Bengaluru: Karnataka Chief Minister Siddaramaiah has ordered a probe by the Regional Commissioner of Mysuru division into the violence that erupted over the holding of the birth anniversary celebrations of 18th century Mysore ruler Tipu Sultan.
A local Vishwa Hindu Parishad (VHP) leader died and several others, including policemen, were injured in the violence on Tuesday.
Karnataka Chief Minister had defended the government's decision to commemorate Tipu's birth anniversary even as he slammed RSS and "other communal forces" for opposing it.
Mangaluru United Christian Association, too, protested against the celebrations, alleging that Tipu was responsible for the destruction of many churches in the coastal region and also that Christians were harassed under his rule.
Congress leader PC Chacko termed the incident as a deliberate act of violence committed by the fringe elements of the Bharatiya Janata Party for the ongoing agitation against celebrating the 265th birth anniversary of former Mysore king Tipu Sultan.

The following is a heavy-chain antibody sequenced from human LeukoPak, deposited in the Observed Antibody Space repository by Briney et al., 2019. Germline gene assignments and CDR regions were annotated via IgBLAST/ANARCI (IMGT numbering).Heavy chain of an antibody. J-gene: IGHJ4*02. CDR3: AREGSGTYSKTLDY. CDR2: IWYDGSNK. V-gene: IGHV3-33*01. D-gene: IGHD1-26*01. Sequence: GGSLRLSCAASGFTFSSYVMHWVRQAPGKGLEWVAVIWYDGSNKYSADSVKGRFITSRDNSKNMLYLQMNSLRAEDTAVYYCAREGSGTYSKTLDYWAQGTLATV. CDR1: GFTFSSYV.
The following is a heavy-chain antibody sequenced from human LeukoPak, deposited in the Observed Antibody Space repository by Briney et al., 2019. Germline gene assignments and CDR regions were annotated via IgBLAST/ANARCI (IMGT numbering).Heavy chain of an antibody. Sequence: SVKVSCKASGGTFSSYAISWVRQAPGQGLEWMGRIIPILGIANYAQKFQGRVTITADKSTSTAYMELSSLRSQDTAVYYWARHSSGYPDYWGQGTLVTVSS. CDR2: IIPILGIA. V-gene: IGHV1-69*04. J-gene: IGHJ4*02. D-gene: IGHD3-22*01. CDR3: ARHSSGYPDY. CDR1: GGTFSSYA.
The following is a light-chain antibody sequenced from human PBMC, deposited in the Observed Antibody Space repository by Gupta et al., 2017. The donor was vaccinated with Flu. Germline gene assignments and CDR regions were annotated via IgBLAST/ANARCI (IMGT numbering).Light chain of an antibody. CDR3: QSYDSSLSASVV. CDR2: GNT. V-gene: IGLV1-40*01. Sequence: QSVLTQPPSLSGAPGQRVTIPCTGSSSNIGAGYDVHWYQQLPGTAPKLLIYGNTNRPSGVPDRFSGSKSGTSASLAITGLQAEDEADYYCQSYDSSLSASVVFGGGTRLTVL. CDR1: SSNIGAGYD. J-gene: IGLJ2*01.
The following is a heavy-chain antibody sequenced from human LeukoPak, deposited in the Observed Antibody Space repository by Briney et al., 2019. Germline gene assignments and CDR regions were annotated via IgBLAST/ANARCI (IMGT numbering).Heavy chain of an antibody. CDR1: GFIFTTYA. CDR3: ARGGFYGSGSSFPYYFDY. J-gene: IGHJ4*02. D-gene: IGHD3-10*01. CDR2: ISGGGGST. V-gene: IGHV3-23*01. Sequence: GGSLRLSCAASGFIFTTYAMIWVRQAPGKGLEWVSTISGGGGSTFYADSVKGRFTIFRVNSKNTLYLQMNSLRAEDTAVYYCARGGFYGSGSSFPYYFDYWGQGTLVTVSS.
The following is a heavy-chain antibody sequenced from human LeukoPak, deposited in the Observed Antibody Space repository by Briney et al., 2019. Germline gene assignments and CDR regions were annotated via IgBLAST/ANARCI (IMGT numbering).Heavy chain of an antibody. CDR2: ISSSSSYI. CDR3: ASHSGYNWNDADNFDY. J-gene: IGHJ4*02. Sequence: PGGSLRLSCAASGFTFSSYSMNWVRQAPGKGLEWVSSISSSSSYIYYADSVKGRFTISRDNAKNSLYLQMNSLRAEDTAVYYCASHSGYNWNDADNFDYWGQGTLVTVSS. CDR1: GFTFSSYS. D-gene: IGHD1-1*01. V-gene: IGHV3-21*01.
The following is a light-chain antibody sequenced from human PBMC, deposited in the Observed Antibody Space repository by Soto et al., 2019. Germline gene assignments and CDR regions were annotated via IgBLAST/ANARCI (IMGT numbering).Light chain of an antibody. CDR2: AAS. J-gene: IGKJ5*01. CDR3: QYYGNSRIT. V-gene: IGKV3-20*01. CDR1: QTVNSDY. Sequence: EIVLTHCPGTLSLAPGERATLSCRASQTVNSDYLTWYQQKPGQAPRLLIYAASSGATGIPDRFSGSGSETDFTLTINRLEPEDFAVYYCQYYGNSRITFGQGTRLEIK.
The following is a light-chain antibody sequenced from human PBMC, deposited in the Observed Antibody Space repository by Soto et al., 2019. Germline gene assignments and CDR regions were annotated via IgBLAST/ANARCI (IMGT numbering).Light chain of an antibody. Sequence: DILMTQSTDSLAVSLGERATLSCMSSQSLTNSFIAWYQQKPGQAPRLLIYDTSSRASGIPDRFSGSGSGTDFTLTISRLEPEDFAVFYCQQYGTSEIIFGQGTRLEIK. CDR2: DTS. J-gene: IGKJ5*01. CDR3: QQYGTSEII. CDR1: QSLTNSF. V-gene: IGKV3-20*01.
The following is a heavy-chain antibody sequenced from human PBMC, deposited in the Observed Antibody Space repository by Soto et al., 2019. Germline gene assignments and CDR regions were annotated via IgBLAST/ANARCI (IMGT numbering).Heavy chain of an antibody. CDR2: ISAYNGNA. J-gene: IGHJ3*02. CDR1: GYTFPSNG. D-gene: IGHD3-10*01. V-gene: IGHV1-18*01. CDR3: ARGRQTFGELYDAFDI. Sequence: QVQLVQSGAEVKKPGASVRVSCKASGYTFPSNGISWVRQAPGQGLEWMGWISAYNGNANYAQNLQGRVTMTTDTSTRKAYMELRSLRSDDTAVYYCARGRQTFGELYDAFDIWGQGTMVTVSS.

Meanwhile, under severe attack for his remarks that Bengaluru International airport should have been named after 18th century Mysore ruler Tipu Sultan rather than the city founder Kempegowda, Jnanpith awardee Girish Karnad on Wednesday offered his apology.
As he remained in the eye of a storm, the noted playwright and actor sought to end the controversy, saying, "If anybody has been hurt by my remarks, I apologise...What will I gain by doing it (by giving such comments)."
In a controversial remark, Karnad had said that it would have been "apt" had the Bengaluru International Airport at Devanahalli near here been named after Tipu Sultan rather than Kempegowda, a feudatory ruler under the erstwhile Vijayanagara Empire who founded Bengaluru in 1537.
Tipu was a ruler of the erstwhile kingdom of Mysore, who was considered an implacable enemy of the British East India Company. He was killed in May 1799 while defending his fort of Srirangapatna against the British forces.